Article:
Search on : Taxa descriptions


 Add this item to the list   AMYLOSPORUS CAMPBELLII (Berk.) Ryv.
Page number:243 
Description type:Non-original description 
Norw.J.Bot. 24:217, 1977 - Polyporus campbellii Berk. Hook. J. Bot. 6:228, 1854.(K!). - Tyromyces graminicola Murr. Tropical polypores p. 21, 1915 (K:). - Polyporus propinquus Lloyd Mycol. Writ. 7:1109, 1922 (teste Gilbertson & Lowe 1970:702, see below). - Scutiger tisdalei Murr. Lloydia 6:227, 1943 (teste Lowe in litt). -Polyporus friabilis Bose J. Indian Bot. 2:300, 1921.
Special literature: Gilbertson, R.L. & Lowe, J. L. 1970: Tyromyces graminicola in North America. Mycologia 62:699706.
FRUITBODY annual, pileate, up to 15 cm wide in single specimens, centrally to laterally stipitate to almost sessile and then dimidiate with a more or less fan shaped fruitbody, pileus circular to irregular, frequently lobed and incised and undulating, single or in clusters, soft when fresh, drying light and brittle. PILEUS finely velutinate and soft to touch, whitish when fresh, drying buff to ochraceous, in older parts with darker spots and here often with a very thin pellicle, surface uneven, slightly undulating with furrows and rounded low protuberances and elongated ridges, margin sharp and partly reflexed. STIPE short to almost absent, usually tapering to a root-like base, up to 6 cm high, indistinctly intergrading with the pileus, ochraceous to dirty brown, often spotwise, finely velutinate to smooth as the outer hyphae agglutinate with age. PORE SURFACE ochraceous to buff, pores round to angular on horizontal parts of the pileus, 2-4 per mm, lacerate to sinuous on sloping parts and on the upper part of the stipe, up to 1 mm long, tubes concolorous with pore surface, ochraceous when fresh, pale resinous brown when dry and then brittle, up to 10 mm deep. CONTEXT white to ochraceous, homogenous, soft when fresh, slightly compressible when dry, but rather dense, up to 2 cm thick towards the stipe.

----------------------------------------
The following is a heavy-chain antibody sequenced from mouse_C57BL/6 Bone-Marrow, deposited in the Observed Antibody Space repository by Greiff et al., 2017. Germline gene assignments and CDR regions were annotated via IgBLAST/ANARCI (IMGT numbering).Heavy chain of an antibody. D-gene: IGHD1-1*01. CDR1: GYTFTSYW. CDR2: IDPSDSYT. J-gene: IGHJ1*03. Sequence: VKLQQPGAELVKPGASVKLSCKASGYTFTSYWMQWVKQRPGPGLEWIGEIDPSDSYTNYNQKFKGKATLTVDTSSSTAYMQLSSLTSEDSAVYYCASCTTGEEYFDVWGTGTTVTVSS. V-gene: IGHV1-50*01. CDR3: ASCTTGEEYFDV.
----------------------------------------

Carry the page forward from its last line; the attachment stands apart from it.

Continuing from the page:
HYPHAL SYSTEM dimitic, generative hyphae mostly with simple septa, in the trama thin-walled and mostly 3-8 µm wide, in the context frequently up to 12 µm in a few cases up to 15 µm wide, simple septate or with single or double clamps. Skeletal hyphae common, thick-walled, pale golden yellow, unbranched or with a few branches in the context and here up to 8 µm wide, in the trama more contorted and narrower, 3-5 µm wide mostly. GLOEOPLEUROUS HYPHAE mostly confined to the context, almost hyaline to yellowish with an oily to granular content, 6-14 µm wide, thin-walled or with distinctly thickened walls, long segments without septation, the content is negative with sulfobenzaldehyde and Melzer, but stains in cotton blue, simple septate or with large clamps which however can be difficult to find, these hyphae must be interpreted as specialized generative hyphae. BASIDIA. clavate with 4 sterigmata, 4-6 µm long. CYSTIDIA none. SPORES broadly ellipsoid to ovoid, 4-5 x 2.5-4 µm thin-walled, in light microscope appearing smooth or with very fine warts (observe in cotton blue or Melzer), light to strongly amyloid.
HABITAT. On the ground in grasland, probably a grasparasite. DISTRIBUTION. Widespread in the subtropics and tropics, specimens recorded from USA, Jamaica, Bermuda, West Indies, Brazil, Venezuela, Nigeria, Kenya, Tanzania, Pakistan, India and Sri Lanka.
REMARKS. The whitish to ochraceous fruitbody growing in grassland, often with an irregular tapering base, should be a good field characteristic. It could be confused with Heteroporus biennis, but this species has smooth, nonamyloid spores.
Taxon name: